Brooksville - Plans for a 130-bed adult congregate living facility in a neighborhood off Cessna Drive and Toucan Trail were dashed Monday by the Hernando County Planning and Zoning Commission.
Commissioners voted 4-0 to deny a special exception that would have allowed the project on property adjacent to a drug rehabilitation center that neighbors strongly opposed earlier this year.
The commissioners cited concerns about the density of the project and its compatibility with the surrounding residential area. They were especially concerned when the applicant asked to drop a proposed condition that would have limited facility residents to those 55 or older.
The 7.6 acres owned by Transmark Construction Corp., the applicant on Monday, was part of a larger parcel permitted for a 150-bed congregate care facility in 1992. That facility was only partially built; then the land was divided, and the parcels were sold separately. One of those other pieces is now the Suncoast Rehabilitation Center.
Earlier this year, the center's owners sought a special exemption to expand the facility, but neighbors objected, and eventually the County Commission denied the expansion.
Owners of the center, which is affiliated with Scientology, have challenged the commission's vote in court.
On Monday, Joe Mason, the attorney representing Suncoast Rehabilitation, urged the Planning and Zoning Commission to turn down the Transmark application.
If it were granted and the court overturns the County Commission denial of Suncoast's plan, the combined parcels would include more beds and buildings than approved in 1992, Mason argued.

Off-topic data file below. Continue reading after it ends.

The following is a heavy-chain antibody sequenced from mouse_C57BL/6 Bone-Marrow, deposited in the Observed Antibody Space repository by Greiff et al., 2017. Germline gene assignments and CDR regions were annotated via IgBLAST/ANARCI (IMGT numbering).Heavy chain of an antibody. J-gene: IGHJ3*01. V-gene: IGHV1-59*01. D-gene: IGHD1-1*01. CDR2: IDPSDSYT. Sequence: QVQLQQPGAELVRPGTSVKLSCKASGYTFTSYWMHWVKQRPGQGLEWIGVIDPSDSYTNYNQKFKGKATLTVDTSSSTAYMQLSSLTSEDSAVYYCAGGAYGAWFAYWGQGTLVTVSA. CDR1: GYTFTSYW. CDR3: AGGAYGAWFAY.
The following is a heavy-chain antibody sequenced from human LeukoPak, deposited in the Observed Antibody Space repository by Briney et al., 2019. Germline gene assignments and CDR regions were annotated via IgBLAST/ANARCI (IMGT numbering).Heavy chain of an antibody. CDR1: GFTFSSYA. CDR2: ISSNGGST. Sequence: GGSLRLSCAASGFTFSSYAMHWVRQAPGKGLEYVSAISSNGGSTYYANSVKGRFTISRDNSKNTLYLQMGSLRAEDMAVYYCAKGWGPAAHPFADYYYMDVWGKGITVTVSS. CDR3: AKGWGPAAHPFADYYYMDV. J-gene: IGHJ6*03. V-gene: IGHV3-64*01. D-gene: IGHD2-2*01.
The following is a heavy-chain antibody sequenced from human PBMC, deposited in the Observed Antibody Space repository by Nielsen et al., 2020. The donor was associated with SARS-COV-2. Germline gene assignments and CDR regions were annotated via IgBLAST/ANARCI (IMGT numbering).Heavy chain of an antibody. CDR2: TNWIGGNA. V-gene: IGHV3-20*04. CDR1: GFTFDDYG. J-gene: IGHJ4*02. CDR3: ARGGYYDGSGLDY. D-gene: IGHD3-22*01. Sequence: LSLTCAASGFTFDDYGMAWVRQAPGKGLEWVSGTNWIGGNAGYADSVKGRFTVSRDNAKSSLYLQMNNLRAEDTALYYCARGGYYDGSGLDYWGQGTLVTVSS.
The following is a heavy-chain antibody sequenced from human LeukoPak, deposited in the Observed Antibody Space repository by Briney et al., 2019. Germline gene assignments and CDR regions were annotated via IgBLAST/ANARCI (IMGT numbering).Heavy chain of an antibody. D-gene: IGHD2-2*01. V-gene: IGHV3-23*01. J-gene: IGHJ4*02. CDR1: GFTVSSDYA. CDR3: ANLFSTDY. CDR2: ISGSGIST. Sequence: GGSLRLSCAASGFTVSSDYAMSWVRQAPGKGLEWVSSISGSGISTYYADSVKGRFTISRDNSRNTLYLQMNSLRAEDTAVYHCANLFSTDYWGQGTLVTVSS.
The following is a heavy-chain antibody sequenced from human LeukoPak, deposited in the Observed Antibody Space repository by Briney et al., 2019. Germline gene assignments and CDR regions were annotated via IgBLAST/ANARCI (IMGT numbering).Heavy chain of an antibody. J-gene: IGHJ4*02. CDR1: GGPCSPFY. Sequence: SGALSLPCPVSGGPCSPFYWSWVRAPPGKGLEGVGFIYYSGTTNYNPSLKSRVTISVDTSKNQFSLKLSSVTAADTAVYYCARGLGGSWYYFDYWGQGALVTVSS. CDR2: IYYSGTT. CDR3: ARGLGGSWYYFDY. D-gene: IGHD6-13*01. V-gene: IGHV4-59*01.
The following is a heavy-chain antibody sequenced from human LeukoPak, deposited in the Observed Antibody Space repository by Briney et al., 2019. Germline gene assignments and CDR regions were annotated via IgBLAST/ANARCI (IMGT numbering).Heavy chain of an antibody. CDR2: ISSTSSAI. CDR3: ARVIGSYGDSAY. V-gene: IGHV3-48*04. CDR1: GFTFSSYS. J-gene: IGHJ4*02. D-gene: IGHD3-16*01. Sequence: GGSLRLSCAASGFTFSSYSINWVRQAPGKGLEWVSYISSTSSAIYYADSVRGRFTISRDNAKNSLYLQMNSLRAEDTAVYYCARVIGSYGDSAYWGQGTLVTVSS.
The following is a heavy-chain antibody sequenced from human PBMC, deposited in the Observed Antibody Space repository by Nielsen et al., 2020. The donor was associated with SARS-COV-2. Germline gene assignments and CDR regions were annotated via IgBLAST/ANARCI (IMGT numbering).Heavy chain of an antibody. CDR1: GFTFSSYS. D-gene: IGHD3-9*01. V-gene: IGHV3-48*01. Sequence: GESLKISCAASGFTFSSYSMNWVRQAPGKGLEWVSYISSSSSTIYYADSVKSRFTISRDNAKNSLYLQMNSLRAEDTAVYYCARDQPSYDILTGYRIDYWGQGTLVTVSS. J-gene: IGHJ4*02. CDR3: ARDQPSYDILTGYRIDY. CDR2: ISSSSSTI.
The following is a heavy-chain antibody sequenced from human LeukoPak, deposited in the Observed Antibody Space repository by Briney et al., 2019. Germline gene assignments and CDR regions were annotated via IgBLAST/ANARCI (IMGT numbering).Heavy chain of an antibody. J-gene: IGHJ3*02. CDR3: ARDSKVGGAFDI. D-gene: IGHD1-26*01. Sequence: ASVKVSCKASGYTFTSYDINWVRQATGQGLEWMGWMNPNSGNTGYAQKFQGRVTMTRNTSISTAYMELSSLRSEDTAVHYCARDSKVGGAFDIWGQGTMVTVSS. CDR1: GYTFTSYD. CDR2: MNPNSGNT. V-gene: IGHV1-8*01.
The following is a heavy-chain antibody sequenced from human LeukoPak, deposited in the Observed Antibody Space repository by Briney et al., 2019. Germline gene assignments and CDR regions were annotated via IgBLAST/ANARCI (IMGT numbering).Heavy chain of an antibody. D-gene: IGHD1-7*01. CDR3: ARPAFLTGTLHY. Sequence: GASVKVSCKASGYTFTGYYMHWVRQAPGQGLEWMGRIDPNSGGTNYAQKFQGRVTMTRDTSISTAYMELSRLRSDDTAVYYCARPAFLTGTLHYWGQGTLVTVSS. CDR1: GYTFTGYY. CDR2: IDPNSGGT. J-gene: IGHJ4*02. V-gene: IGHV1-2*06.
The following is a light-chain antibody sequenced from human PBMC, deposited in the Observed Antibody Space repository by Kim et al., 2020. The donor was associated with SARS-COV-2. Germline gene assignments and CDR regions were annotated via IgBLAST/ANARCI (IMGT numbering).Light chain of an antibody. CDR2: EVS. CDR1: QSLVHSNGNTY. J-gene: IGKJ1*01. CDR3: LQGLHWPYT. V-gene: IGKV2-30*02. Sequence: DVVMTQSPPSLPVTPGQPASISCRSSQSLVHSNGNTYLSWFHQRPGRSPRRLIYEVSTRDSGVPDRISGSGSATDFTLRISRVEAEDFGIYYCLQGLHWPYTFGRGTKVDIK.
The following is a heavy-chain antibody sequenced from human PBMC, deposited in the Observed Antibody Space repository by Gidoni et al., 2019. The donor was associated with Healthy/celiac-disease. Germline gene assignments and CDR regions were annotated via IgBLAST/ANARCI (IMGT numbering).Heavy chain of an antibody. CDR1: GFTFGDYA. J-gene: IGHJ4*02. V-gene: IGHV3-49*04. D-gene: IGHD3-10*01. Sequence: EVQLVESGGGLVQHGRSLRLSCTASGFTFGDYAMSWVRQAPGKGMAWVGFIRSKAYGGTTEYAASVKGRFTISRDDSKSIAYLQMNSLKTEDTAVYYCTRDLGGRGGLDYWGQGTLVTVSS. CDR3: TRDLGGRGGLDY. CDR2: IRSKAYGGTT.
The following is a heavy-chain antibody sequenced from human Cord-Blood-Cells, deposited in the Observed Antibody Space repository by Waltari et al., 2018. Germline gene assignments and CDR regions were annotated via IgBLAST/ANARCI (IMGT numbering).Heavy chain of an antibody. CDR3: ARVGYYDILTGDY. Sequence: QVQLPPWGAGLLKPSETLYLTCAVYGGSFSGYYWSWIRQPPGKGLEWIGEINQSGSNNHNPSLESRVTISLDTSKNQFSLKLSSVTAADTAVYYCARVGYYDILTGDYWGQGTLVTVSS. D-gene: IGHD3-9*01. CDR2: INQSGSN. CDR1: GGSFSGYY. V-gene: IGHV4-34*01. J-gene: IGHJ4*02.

But county planning director Ron Pianta said the Transmark application was being treated as a new application. "The previous cap of 150 beds does not apply," he said.
Richard Matassa, speaking for Transmark, said that he was seeking the special exception to build seven more buildings to add to seven already on the site, increasing the available beds from 70 to 130. A buyer was interested in the property and wanted assurance that a facility of that capacity would be permitted.
Matassa also explained that the owner did not want the age limitation because the facility then could accept people younger than 55 who, because of a medical condition, might need assisted living.
Citing the current economic conditions, Matassa also wanted three years, rather than the two requested by county staffers, to begin to use the site for the stated purpose.
Nearby resident Joan Lepore objected to the project, questioning who was interested in buying it and voicing concern that it might be used as additional space for drug rehabilitation.
One of the big arguments residents made against Suncoast Rehabilitation was that its facilities had been for elderly residents until the new owner turned it into a residential drug treatment facility.
"This is strictly a residential area," Lepore said. "This is a business, and a business doesn't belong in a senior area. It doesn't belong in a residential area."
When the county's zoning administrator allowed the drug rehabilitation facility to move into the former congregate care facility, "now Pandora's box has been opened up," said Spring Hill resident Michael Burmann.
Planning commission member Thomas Comunale agreed, saying the project as proposed "does open up a lot of questions."
Since drug addiction could be considered a disease that would require long-term care, dropping the age requirement did raise the question of whether drug rehabilitation could expand onto the site, said planning commission member Denis Riley.
"I'm concerned about the intensity," said acting commission Chairwoman Lisa Hammond. "I don't know if the intensity is appropriate."
She asked Matassa whether the number of units was negotiable. Matassa said the proposed size was necessary to make the project economically viable.